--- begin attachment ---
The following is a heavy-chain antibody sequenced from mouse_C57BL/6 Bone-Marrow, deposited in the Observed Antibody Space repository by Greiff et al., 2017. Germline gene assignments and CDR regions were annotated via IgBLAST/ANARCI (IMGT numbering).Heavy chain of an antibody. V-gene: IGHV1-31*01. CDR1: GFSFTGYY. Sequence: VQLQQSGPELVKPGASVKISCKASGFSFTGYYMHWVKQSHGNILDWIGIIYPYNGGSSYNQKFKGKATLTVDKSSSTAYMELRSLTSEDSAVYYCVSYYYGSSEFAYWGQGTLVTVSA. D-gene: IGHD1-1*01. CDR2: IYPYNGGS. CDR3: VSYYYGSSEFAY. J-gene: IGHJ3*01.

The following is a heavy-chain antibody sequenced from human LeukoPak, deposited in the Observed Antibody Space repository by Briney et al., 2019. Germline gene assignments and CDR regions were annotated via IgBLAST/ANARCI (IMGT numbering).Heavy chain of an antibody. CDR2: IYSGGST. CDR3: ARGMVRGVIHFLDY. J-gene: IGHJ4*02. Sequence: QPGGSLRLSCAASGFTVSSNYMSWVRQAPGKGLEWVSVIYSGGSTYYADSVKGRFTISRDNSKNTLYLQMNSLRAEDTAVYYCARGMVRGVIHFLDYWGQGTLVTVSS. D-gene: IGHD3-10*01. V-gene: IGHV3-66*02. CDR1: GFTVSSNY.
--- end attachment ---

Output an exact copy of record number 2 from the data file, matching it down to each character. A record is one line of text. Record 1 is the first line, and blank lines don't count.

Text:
The following is a heavy-chain antibody sequenced from human LeukoPak, deposited in the Observed Antibody Space repository by Briney et al., 2019. Germline gene assignments and CDR regions were annotated via IgBLAST/ANARCI (IMGT numbering).Heavy chain of an antibody. CDR2: IYSGGST. CDR3: ARGMVRGVIHFLDY. J-gene: IGHJ4*02. Sequence: QPGGSLRLSCAASGFTVSSNYMSWVRQAPGKGLEWVSVIYSGGSTYYADSVKGRFTISRDNSKNTLYLQMNSLRAEDTAVYYCARGMVRGVIHFLDYWGQGTLVTVSS. D-gene: IGHD3-10*01. V-gene: IGHV3-66*02. CDR1: GFTVSSNY.